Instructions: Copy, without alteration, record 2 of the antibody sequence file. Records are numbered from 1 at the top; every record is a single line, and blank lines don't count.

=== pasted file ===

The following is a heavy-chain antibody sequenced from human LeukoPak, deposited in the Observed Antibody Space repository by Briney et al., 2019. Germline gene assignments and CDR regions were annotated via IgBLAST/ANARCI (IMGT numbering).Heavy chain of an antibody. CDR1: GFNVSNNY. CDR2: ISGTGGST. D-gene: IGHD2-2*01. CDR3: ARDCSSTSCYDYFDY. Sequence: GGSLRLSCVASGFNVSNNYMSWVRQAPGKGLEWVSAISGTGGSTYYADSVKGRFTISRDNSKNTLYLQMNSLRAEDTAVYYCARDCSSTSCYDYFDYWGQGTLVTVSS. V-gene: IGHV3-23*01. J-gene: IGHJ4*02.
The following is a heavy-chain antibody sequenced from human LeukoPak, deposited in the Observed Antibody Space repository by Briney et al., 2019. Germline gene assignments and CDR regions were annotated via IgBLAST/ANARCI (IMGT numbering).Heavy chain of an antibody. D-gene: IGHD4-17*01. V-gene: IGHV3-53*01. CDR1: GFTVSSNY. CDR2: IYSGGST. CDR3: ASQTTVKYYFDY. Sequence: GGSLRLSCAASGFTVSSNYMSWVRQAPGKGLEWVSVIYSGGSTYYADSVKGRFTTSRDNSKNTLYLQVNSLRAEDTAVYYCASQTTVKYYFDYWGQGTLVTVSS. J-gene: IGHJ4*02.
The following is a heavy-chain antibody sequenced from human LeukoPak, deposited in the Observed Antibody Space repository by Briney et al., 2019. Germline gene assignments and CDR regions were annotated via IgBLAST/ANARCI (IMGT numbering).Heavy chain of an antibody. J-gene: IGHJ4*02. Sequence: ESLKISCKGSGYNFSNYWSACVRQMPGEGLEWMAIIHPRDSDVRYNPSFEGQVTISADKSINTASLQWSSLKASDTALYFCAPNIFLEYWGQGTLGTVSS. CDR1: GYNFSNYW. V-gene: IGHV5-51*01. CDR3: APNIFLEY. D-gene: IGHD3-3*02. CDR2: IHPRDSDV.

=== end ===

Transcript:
The following is a heavy-chain antibody sequenced from human LeukoPak, deposited in the Observed Antibody Space repository by Briney et al., 2019. Germline gene assignments and CDR regions were annotated via IgBLAST/ANARCI (IMGT numbering).Heavy chain of an antibody. D-gene: IGHD4-17*01. V-gene: IGHV3-53*01. CDR1: GFTVSSNY. CDR2: IYSGGST. CDR3: ASQTTVKYYFDY. Sequence: GGSLRLSCAASGFTVSSNYMSWVRQAPGKGLEWVSVIYSGGSTYYADSVKGRFTTSRDNSKNTLYLQVNSLRAEDTAVYYCASQTTVKYYFDYWGQGTLVTVSS. J-gene: IGHJ4*02.